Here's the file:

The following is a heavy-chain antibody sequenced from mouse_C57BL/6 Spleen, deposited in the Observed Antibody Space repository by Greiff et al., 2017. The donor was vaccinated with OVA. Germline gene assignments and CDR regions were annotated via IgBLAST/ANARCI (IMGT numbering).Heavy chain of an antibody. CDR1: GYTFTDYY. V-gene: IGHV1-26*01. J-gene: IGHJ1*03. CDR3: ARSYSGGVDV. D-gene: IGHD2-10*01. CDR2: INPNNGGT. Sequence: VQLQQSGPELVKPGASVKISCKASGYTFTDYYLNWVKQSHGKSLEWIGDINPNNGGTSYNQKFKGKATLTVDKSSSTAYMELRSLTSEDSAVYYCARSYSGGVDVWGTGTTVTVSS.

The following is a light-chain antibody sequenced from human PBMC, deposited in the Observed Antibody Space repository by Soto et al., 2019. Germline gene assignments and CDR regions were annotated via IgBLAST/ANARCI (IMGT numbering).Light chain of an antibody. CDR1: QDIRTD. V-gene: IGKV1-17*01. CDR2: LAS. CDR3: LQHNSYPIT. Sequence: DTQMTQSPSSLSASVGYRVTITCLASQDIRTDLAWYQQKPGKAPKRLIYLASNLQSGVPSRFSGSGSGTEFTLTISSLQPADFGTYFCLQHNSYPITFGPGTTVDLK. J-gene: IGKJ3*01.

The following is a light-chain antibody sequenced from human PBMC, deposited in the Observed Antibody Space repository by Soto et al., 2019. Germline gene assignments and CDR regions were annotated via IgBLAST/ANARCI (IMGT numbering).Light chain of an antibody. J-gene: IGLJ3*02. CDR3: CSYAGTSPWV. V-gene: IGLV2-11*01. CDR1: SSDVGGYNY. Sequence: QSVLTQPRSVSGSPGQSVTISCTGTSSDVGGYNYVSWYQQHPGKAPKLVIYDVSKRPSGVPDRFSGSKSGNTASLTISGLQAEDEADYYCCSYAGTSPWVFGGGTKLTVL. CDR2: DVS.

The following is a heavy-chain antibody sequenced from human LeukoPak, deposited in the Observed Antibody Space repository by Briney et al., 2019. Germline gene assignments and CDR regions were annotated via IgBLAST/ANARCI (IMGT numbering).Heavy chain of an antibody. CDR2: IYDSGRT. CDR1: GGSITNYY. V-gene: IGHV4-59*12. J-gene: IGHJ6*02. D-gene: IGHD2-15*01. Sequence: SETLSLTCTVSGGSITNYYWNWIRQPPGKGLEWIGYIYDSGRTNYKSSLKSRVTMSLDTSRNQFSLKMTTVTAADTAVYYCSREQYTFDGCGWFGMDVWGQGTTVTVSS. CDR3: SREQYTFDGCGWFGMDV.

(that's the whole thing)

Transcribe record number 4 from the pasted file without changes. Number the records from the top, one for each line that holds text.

The following is a heavy-chain antibody sequenced from human LeukoPak, deposited in the Observed Antibody Space repository by Briney et al., 2019. Germline gene assignments and CDR regions were annotated via IgBLAST/ANARCI (IMGT numbering).Heavy chain of an antibody. CDR2: IYDSGRT. CDR1: GGSITNYY. V-gene: IGHV4-59*12. J-gene: IGHJ6*02. D-gene: IGHD2-15*01. Sequence: SETLSLTCTVSGGSITNYYWNWIRQPPGKGLEWIGYIYDSGRTNYKSSLKSRVTMSLDTSRNQFSLKMTTVTAADTAVYYCSREQYTFDGCGWFGMDVWGQGTTVTVSS. CDR3: SREQYTFDGCGWFGMDV.